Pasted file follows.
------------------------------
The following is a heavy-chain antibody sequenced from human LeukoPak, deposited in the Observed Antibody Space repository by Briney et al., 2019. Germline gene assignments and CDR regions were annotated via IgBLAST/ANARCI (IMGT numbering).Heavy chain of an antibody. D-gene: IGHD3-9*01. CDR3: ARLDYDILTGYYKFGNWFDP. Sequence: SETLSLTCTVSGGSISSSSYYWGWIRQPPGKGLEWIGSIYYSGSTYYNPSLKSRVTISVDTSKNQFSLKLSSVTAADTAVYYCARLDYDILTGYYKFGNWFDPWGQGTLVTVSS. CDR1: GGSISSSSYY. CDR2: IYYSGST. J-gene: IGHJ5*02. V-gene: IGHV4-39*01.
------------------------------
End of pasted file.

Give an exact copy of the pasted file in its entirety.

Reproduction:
The following is a heavy-chain antibody sequenced from human LeukoPak, deposited in the Observed Antibody Space repository by Briney et al., 2019. Germline gene assignments and CDR regions were annotated via IgBLAST/ANARCI (IMGT numbering).Heavy chain of an antibody. D-gene: IGHD3-9*01. CDR3: ARLDYDILTGYYKFGNWFDP. Sequence: SETLSLTCTVSGGSISSSSYYWGWIRQPPGKGLEWIGSIYYSGSTYYNPSLKSRVTISVDTSKNQFSLKLSSVTAADTAVYYCARLDYDILTGYYKFGNWFDPWGQGTLVTVSS. CDR1: GGSISSSSYY. CDR2: IYYSGST. J-gene: IGHJ5*02. V-gene: IGHV4-39*01.